Happy holidays, everyone – if you celebrated. I definitely did celebrate and it’s been a whirlwind of family visits and events around the city, so I have been crazy busy. I am still working on a few reviews to add, but currently my internet is wonky and I can only post while at work on my half-hour break. So, until I can catch up (hopefully soon – maybe this week), I hope you’ll check out my other blog:
This review blog is something I have a ton of fun with, but Away With Words is a more serious (most of the time, anyway) blog where I showcase my friends, events in my life, and random musings. Check it out, pass it around. I update them both about equally – whenever the mood strikes. Thank you for reading, and I hope to see more of you during this exciting new year of 2015!
Me in a Wonder Woman Onesie I got for Christmas from my “Secret Santa” at work.
Wonder Woman: Blood collects issues #1-6 of the DC Comics New 52 Wonder Woman series with writing by Brian Azzarello and art by Cliff Chiang and Tony Akins.
Wonder Woman, the Amazon born of clay and a prayer, has known who she is all her life. However, when Hermes (yes, the god Hermes) attempts to help a young woman who has been impregnated by Zeus (yes, the god Zeus) – Zeus’ wife, Hera (yes, the goddess Hera) is none too happy about it and sends her followers to go pay Zeus’ new concubine a visit. Under the protection of Wonder Woman, the Amazons and even some gods and demi-gods – the mortal woman still may not survive the fury of Hera, and in the meantime – Wonder Woman learns that maybe she’s not who she’s thought she was all this time.
To me, Wonder Woman has always been one of DC Comics’ most interesting characters. As far as mythology goes, she is DC’s version of Marvel’s Thor (Yeah, I know Wonder Woman came first, obviously). With all the controversy of Gal Gadot being cast as Wonder Woman I figured it’d be a good time to re-examine the character for myself and ended up giving the first six issues of the New 52 version of Wonder Woman a try in order to do so.
First off, the writing was pretty decent. Azarello, you can tell, wants to keep a lot of the mythology in tact and he does so pretty well. At least for a comic book, anyway. One thing I didn’t really like, though, was there seemed to be an awful lot of puns. I’m not sure exactly how many there were, but I felt like that’s all I was doing at points was reading puns to myself that the characters were saying. That hindered the enjoyment in places, but overall it was pretty entertaining aside from what I felt were jarring transitions between issues and even within individual issues.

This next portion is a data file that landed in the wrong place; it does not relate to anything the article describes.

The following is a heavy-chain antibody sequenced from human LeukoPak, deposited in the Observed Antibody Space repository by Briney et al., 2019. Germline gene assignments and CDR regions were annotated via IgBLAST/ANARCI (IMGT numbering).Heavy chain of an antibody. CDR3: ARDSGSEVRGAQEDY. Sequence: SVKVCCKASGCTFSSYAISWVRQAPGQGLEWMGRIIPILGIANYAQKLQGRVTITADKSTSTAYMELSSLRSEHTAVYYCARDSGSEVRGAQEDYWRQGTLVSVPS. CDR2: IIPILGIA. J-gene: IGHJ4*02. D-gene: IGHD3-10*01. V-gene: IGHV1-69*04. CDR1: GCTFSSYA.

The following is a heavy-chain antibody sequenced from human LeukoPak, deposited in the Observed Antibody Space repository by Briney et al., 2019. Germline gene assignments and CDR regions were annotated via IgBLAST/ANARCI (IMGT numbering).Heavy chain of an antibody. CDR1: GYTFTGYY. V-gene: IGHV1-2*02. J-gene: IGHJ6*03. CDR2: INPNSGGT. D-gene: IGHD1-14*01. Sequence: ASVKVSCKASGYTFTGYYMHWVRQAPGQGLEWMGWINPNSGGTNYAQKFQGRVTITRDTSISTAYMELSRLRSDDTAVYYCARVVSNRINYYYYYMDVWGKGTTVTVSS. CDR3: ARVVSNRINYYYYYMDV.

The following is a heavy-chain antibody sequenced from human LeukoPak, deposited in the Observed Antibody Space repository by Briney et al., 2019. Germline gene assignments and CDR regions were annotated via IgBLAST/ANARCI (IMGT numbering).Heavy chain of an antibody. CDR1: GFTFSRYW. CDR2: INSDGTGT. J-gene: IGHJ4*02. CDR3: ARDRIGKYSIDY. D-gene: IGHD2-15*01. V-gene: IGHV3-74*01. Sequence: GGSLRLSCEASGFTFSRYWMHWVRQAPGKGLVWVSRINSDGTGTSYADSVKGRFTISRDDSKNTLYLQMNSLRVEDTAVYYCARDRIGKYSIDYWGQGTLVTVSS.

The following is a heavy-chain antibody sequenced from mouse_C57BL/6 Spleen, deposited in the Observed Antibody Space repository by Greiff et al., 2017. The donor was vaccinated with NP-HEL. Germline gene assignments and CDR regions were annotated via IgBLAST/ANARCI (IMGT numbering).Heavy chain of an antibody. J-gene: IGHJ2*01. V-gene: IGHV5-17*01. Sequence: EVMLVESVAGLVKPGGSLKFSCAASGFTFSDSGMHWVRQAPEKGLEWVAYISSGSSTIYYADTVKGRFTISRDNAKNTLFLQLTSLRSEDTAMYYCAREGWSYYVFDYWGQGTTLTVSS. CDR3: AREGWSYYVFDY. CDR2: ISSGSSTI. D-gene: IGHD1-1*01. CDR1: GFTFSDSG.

The art was okay, but I feel like it was maybe a tad too cartoony. It reminded me of Bruce Timm a bit, which is good, but in the context of an Amazonian woman who spends her time hacking the arms off centaurs, I feel like it should be more gritty and realistic. It would really bring home the reality of our world and put it in tune with the fantastical aspects of the mythological one that Diana inhabits.
Overall, I enjoyed it and I look forward to seeing where it goes in the next volume. Seeing all the different gods represented in the artist/author’s interpretations was kind of cool, too. (Although Hermes is pretty creepy looking, I’ll admit).
Original Theatrical Release: February 28, 2012 Director: Lauren Montgomery
The Justice League is a team of powerful superheroes dedicated to protecting Earth from all manner of supervillains and other dangers. Batman (Kevin Conroy), the most human of the Justice League, has created contingency plans to defeat each individual member of the famed superhero team. Vandal Savage (Phil Morris) has plans of world domination and decides to send Mirror Master (Alexis Denisof) to sneak into the Batcave and steal all of Batman’s files, including the weaknesses of the Justice League. This results in Batman, Superman (Tim Daly), Wonder Woman (Susan Eisenberg), Green Lantern (Nathan Fillion), Martian Manhunter (Carl Lumbly), The Flash (Michael Rosenbaum) and Cyborg (Bumper Robinson) all having to fight for their very lives as Batman’s contingency plans prove all too effective.
Taken from the Tower of Babel story line, the events in this film mostly mirror those found in DC Comics, with some differences. However, with only 77 minutes to tell this story, I think they managed to do a good job, overall. Still, some fans of the original material might feel like this doesn’t adequately translate Mark Waid’s original writing. Movies will almost always lack the depth of their source material, so it’s best to treat them as separate entities if you can.